• apple
  • berries
  • toes
  • eye
  • nose
  • mouth
  • more
  • done
  • water / agua (uses both)
  • book
  • “animal” (the name of her animal book)
  • up
  • ball
  • no
  • shoes

There may be some others I’m forgetting. “Shoes” really impressed me because she recognizes all shoes as shoes, even shoes that she’s never seen before (like shoes in a store).

She understands a lot more than that, too. She understands simple commands like “put this away,” “give me a kiss,” and “close the door.”

This morning, she surprised me by knocking on a closed door. I think she must have picked it up at daycare; I’ve never shown her how to knock on a door.

She also has a sense of humor, which I didn’t expect at this age. For instance, we were playing in a pool, and she would climb out of the pool then jump in. After doing this over and over, she faked us out — she started walking toward the edge like she was going to jump in, and then when we were ready to catch her, she turned around and walked away and laughed hysterically. She does it in the bath tub too. When I lean down to take her out, she reaches up like she’s going to grab on for me to lift her out, and then she flings herself into the water and splashes and laughs.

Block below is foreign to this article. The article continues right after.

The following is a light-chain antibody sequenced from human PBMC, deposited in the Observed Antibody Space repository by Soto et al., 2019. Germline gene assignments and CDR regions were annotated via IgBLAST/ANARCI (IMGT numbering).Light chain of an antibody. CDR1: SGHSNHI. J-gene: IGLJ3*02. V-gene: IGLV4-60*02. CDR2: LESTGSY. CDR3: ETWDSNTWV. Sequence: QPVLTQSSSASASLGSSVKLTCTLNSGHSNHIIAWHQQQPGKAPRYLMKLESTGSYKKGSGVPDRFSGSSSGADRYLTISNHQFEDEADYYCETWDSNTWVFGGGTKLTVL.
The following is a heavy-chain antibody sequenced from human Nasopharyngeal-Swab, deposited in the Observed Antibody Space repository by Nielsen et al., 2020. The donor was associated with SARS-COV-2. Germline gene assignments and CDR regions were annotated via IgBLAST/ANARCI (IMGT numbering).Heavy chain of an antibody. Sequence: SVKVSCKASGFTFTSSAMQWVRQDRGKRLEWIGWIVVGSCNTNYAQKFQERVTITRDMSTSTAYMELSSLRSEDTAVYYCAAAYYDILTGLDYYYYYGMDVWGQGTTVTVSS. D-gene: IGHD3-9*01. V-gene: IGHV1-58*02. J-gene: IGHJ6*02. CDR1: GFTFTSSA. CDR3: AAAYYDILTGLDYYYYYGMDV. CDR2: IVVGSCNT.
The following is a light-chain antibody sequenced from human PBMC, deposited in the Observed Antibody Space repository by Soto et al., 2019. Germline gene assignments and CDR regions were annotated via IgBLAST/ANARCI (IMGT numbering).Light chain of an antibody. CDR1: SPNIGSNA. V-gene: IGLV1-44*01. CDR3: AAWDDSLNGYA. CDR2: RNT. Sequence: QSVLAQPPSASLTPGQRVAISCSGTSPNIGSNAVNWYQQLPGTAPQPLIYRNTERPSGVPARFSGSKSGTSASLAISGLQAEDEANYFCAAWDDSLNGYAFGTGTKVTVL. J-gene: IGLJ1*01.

She is a tough toddler. But she cracks me up. I hope she is always a strong advocate for herself, and she always fights for what she wants.

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Gut microbiota and c-sections

Mounting evidence shows that the bacterial population of infants’ digestive system, known as gut microbiota, can be influenced by c-sections and formula use. It can no longer be disputed that c-section and formula feeding are both associated with changes to infant microbiota.

I had a c-section. I fed my daughter formula sometimes. So, this made me wonder: Does it matter? What are the consequences of having a different microbiome? This post will focus on c-sections, with one on formula to follow. This is not a formal review or meta-analysis, just my interpretation of a brief review of the literature.

Babies delivered by c-section have different microbiomes than babies delivered vaginally

A 1987 study (1) was the first to show that babies born by c-section have different microbiota than babies born vaginally, measured by the bacteria found in fecal samples shortly after birth. Importantly, there are millions, possibly billions, of different species of bacteria. This initial study found decreased numbers of Bacteroides fragilis (B. fragilis) in babies born by c-section. Follow-up studies found:

  • At 1 month of age, no differences in Bacteroides, but higher numbers of bifidobacteria in vaginally-delivered babies. The same study found no differences in microbiomes at 6 months. (5)
  • At 6 weeks of age, higher numbers of Bacteroides in vaginally-delivered babies (7)